Children may be too young to fully comprehend mental illnesses such as schizophrenia and their impact on the family. They may blame themselves or separate themselves from others if a family member has schizophrenia. Family members who sacrifice their jobs or hobbies to help manage the condition can often suffer from personal well-being. With family therapy, people can start to relieve and reduce some of the challenges that result from the disorder.

Family therapy for schizophrenia usually involves stress education, learning, emotional processing, and regulating, together with planned problem-solving. The group will work collaboratively to improve their understanding of the condition and management options. This helps to encourage empathy and affective support, which also helps to correct any unacceptable communication patterns.

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Connecting with the family: If the person living with schizophrenia gets hospitalized, their family will assist the therapist and provide all required information. During the sessions, they will also discuss with the doctor the appropriate long-term intervention for the patient and the family therapy sessions’ modalities.

Sharing and learning: The family will collaborate to know more about the condition and what is necessary to minimize the symptoms. If the person with schizophrenia has particular needs, they can talk about it during the session. The family will talk about requirements, evaluate a list of potential support or solutions, and conclude the detailed plan to assist them.

Collaborative effort: During the appointment, there is a focus on patients slowly accepting responsibility. The patient may receive tasks that could be challenging at first but get easier to accomplish.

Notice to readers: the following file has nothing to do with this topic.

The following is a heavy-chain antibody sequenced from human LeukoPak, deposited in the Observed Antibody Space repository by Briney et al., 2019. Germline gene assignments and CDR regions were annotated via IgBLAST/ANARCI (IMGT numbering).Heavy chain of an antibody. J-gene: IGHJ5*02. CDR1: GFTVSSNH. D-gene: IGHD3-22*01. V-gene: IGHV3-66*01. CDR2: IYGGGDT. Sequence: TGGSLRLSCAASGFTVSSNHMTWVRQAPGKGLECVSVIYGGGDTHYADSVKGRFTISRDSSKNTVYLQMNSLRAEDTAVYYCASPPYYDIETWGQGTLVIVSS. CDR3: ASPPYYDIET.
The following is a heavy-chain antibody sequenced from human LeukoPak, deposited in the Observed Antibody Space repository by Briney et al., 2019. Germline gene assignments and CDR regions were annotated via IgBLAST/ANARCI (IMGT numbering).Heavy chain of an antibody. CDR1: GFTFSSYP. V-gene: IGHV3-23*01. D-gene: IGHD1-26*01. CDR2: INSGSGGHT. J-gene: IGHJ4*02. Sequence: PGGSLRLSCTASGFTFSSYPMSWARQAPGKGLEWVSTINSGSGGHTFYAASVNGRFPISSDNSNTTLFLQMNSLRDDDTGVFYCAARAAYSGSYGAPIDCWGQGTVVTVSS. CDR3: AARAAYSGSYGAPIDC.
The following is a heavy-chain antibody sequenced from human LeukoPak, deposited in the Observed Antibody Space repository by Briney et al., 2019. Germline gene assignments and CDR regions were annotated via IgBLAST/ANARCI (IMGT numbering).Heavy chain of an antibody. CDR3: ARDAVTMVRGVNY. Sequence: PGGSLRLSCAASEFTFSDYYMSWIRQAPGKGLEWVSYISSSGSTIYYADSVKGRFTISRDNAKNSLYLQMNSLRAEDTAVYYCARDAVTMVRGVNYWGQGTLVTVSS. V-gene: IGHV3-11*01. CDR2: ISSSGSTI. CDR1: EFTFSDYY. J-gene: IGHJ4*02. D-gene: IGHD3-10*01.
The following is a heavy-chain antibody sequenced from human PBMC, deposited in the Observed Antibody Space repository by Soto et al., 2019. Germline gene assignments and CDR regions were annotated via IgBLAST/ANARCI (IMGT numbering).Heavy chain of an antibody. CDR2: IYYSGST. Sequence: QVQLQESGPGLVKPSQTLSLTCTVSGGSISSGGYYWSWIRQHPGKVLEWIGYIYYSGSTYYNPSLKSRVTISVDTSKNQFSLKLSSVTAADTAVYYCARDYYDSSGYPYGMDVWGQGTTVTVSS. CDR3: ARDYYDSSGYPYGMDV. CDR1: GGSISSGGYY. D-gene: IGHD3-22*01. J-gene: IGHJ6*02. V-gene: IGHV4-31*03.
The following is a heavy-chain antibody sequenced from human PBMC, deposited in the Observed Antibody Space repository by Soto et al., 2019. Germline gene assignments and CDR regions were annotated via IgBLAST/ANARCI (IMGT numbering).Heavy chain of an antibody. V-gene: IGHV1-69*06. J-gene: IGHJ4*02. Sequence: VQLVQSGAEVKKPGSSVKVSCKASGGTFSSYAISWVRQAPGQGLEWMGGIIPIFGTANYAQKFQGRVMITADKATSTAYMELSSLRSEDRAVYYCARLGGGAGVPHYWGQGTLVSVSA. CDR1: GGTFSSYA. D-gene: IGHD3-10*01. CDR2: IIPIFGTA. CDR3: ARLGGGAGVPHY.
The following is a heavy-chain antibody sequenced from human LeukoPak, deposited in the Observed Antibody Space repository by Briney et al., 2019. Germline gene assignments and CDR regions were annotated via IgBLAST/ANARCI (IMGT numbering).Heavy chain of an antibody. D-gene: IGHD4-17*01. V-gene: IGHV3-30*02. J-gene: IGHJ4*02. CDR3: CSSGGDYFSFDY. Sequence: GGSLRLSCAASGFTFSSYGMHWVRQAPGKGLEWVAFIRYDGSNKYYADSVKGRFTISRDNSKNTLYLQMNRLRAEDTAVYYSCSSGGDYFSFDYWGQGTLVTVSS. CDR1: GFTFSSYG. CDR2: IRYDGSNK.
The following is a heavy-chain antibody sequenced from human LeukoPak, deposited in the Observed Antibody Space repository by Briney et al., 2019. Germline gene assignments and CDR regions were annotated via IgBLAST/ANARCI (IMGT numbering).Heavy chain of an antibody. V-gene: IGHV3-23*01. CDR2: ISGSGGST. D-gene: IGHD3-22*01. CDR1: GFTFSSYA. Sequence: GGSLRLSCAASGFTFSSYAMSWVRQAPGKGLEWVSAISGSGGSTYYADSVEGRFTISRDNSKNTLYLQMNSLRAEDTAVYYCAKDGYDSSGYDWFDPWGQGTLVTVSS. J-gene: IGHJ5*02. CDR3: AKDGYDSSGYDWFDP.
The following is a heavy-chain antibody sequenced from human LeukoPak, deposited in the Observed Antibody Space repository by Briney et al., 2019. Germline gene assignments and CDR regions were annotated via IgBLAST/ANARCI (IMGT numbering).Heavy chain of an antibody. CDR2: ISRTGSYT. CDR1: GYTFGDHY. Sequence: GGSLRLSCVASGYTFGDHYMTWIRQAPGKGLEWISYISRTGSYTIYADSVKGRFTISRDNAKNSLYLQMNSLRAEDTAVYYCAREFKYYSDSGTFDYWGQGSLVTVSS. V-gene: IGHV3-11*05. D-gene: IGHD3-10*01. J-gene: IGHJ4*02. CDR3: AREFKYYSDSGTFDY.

Families will work, participate, and learn how to support the person in this stage and prevent situations that may worsen their symptoms or trigger psychotic experiences. During family therapy, the goal is to encourage loved ones to assist each other. The therapist will work with the patient and their close relatives, promoting a mutual acceptance of the mental health disorder and enabling healthy dialogues that cover family dynamics and relationships

By sharing information, families can learn about schizophrenia and its impact on their loved ones. It is common to see families leave therapy sessions feeling reinvigorated as they learn new methods to assist their relatives on their path to recovery.

In Conclusion

Right now, there is no known cure for schizophrenia, but it is possible to treat and manage the condition successfully – both with medications and therapy. The point is to have a solid support system and obtain the proper treatment for your needs.

Knowing that taking the first step and admitting you need help is often the most challenging. Often, people dealing with schizophrenia do not know or feel like something is wrong – they do not see their thoughts or actions as strange or beyond the norm. Some may be scared of the stigma or negative labeling that may follow after seeking medical assistance.

It is often beneficial for many people to start the process by visiting a mental health specialist. These professionals receive training to detect schizophrenia symptoms and make an accurate diagnosis, ruling out possible conditions that may also contribute to the symptoms. You can start by taking a schizophrenia assessment test.